60 Years’ Tells a Fascinating, Convoluted History


Veteran British motoring journalist, and author, Stuart Codling has been covering the world of exotic cars for decades, but as a full-time journalist he doesn’t exactly make supercar money. “I drive a Skoda,” he said Car and Driver from his driveway in England, one of the few places on his property where he receives cell reception. But this ordeal, common to those of us in the automotive writing industry, hasn’t stopped him from indulging his love of outrageous sports cars in other ways.

He is the author of the new book Lamborghini: 60 yearsa coffee-table-scaled compendium of everything the bold Italian automaker has done since it showed off its front-engined, V-12 350 GTV grand tourer at the 1963 Turin Auto Show. And for fans of the brand, or anyone who respects Lamborghini’s consistently challenging show off, we think it’s worth the $60 price tag.

Working with respected automotive photographer James Mann, Codling was able to track down, examine and sample just about every car the charging bull brand has brought to market, along with some that didn’t do it. And while he doesn’t currently own a Lambo, after doing all his research, he knows exactly which model he would buy.

“I’m particularly a fan of some of the obscurata that the brand produced in the late 70s and early 80s. Also, when I was a kid I particularly liked cars with targa roofs – I think I too watched many episodes of Magnum P.I– so my choice would be the Silhouette, which was a targa-top car related to the Urraco but built in small numbers,” he said. “Unfortunately, it would melt away like April snow in my damp English driveway .”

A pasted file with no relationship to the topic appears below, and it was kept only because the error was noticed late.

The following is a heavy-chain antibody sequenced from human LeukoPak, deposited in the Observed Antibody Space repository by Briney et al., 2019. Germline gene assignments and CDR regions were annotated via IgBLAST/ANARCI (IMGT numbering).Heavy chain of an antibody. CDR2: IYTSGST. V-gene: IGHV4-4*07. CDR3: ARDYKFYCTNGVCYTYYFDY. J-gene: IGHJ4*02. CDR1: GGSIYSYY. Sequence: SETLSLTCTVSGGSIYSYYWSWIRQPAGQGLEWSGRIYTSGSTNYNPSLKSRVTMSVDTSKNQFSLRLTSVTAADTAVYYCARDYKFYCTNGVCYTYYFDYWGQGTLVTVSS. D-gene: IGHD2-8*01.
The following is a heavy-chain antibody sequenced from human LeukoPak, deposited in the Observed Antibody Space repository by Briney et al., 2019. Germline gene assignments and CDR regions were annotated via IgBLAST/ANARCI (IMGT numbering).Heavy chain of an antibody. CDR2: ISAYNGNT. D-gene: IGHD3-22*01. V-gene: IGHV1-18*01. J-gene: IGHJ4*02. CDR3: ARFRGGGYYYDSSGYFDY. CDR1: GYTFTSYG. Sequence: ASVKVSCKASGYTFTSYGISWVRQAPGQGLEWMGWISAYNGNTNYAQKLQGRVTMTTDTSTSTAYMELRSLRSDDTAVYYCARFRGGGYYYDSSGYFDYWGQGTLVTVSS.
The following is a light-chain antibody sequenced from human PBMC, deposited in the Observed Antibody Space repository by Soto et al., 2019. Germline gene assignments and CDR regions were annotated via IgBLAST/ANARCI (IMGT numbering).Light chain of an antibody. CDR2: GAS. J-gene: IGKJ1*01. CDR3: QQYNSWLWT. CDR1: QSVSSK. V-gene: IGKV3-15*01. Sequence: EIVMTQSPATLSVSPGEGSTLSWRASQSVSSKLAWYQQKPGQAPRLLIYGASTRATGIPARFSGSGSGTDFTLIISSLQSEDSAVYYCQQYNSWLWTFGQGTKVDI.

Codling credits some of his personal fascination with Lamborghini to the brand’s complicated history. While Ferrari was founded by Enzo and was controlled by him until his death, Ferruccio Lamborghini tired of the challenges of running his namesake supercar company and sold it, leaving it somewhat in the lurch.

lamborghini countach, lm002

James Mann

“Ownership of the company in successive decades was passed around like a tray of cakes before it really began to flourish under Volkswagen-Audi Group ownership,” said Codling. “So, it’s a very interesting story to tell—there are not only the fingerprints of individual designers, but also the entrepreneurs and the various very eccentric people who got involved at various points. It’s not just a book not about the cars, but also about the people behind the cars.”

The Lamborghini mythos envelops and distorts so much of the marque’s history—and, by association, automotive history. This presented Codling with interesting challenges as he tried to sort out the facts of the apocrypha.

“There is the theory that the Lamborghini V-12 engine was actually not designed by Giotto Bizzarrini, but that it was designed by Honda. That’s part of the story, but it doesn’t really add up,” Codling said.

lamborghini miura

James Mann

“There is also the persistent myth about the most famous Italian designers in automotive history – Giorgetto Giugiaro and Marcello Gandini – arguing over who actually designed the Miura,” he added. “Sorting that one out was particularly interesting because Giugiaro is not exactly a reliable witness. He changes his story a lot.”

Codling was able to solve that issue, sort of. “I think that Giugiaro—probably after a number of harsh messages from lawyers—moved his story to something like, ‘I may have left some drawings, which may have been a little inspiration, but may not have been,'” Codling explained, “I think that’s about as close to the truth as we’re going to get.”

Header from Brett Berk

Contributing Editor

Brett Birch (s/he) is a former preschool teacher and early childhood center director who spent a decade as a youth and family researcher and now covers the topics of children and the auto industry for publications including CNN, the New York Times, Popular mechanics and more. He published a parenting book, The Gay Uncle’s Guide to Parenting, and has driven and reviewed thousands of cars since 2008 for Car and Driver and Road & Lane, where he is contributing editor. He also wrote for Architectural Digest, Billboard, ELLE Decor, Esquire, GQ, Travel + Leisure and Vanity Fair.